Day Two:

Check on your starter and you should hopefully see some bubbles forming. Don’t worry if you can’t see any bubbles yet, they come and go and it may just be the case that you missed them.

Whatever you do, don’t mix it! Simply check on it and then wrap it back up for a further 24 hours.

Day Three:

On day three you are going to need to start ‘feeding’ the starter. No matter how it is looking, you will need to add ingredients. It should be stretchy by now.

Take half the mixture away and dispose of it. Go back to your scales and this time add 60g of all purpose, white, unbleached flour and a further 60g of warm, un-chlorinated water.

Mix it together – it will still be very thick so don’t worry about this. Then wrap back up and leave again.

Days Four, Five and Six:

On each of the next three days, do the same method of discarding half the mixture and feed in the same quantities of all purpose flour and water and mix well. No matter what your mixture looks like, you need to do this every day.

You will notice the mixture rising and falling each day. Be sure to observe this as it will let you know when the starter is hungry and needs to be fed. You can use a marker or a piece of tape to note down where the starter is when you feed it.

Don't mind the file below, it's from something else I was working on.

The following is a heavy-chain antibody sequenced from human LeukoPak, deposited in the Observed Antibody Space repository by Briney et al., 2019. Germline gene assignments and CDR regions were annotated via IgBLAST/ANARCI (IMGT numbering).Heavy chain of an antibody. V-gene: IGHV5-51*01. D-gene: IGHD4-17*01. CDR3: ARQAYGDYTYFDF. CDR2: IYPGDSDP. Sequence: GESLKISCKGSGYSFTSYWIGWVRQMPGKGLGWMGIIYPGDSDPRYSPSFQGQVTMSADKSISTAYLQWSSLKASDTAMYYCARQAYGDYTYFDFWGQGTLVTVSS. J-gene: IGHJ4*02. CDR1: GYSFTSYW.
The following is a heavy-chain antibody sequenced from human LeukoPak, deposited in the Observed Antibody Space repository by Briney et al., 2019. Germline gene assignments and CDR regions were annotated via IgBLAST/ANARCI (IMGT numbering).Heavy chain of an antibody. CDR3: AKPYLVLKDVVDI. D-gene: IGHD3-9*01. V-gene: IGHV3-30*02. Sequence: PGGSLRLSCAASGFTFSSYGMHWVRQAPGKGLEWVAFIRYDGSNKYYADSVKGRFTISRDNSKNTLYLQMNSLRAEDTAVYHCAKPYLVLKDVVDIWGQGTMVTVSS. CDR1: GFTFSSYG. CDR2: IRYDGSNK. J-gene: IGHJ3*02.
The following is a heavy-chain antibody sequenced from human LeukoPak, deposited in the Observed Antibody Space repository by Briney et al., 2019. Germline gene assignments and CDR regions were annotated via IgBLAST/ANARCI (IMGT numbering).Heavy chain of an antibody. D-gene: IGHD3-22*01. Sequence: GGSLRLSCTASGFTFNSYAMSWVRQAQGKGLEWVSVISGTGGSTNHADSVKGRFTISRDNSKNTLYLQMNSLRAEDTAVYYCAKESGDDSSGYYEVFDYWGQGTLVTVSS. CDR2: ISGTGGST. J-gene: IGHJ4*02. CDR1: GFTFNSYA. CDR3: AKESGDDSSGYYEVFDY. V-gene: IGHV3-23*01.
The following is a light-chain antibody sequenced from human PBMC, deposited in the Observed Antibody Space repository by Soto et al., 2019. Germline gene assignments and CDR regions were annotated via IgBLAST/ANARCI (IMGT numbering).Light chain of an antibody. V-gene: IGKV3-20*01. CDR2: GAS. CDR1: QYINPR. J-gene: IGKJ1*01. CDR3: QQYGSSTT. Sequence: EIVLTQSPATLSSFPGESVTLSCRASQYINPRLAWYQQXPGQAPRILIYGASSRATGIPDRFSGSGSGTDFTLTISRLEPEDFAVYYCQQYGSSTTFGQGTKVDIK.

Your starter will begin to get higher each day and eventually it will be ready to bake.

Day Seven:

Your starter should now be extremely bubbly and almost ready to bake! It should have quite a strong, tangy smell to it but should not smell harsh.

In appearance, it should be light and airy. If it does not look like this then you can continue the feeding process for a few more days.

Once the starter is bubbly and doubled in size, you are ready to bake! You can test if your sourdough is ready to bake by dropping a small bit of it into a jar and checking if it floats. If it does, you are good to go!

If you do not use all of your starter, you can continue to feed it daily with less flour and water (around 40g of each), or alternatively you can store it in the fridge and you will only need to feed it weekly. The longer you leave it, the stronger the taste will develop.

How to make sourdough bread

Now that you have your starter, you are ready to make your bread! This can take about a day and a half, depending on how your starter is looking. If it has started to sink a bit, you may need to feed it one more time and then leave it for a couple of hours until it doubles again.

If you are running low on starter, you can use about 50g for this recipe, but the less starter you use, the longer the bulk fermentation will take. So, in this recipe we are going to use 90g of starter.

Place a bowl onto your scales and add your starter, then reset your scales to zero. Add 350g warm water and whisk the ingredients together. Then add 500g of unbleached bread flour, 9g salt and mix these ingredients until they form a rough dough.

Let this ball of dough sit for 30 minutes so that the gluten can begin to form in strands – this will help develop the texture of the dough.

Use your hands to form a ball with the dough. Make sure you don’t over-knead the bread – it should only take about 15 seconds as you are only forming a smooth ball.

Leave this to rest. That means popping it back into the bowl and covering it with plastic wrap for about 10 to 12 hours. This is when the magic happens1 starter will make your bread dough go light and airy whilst the bulk fermentation happens. Using a glass bowl will allow you to see the bubbles forming.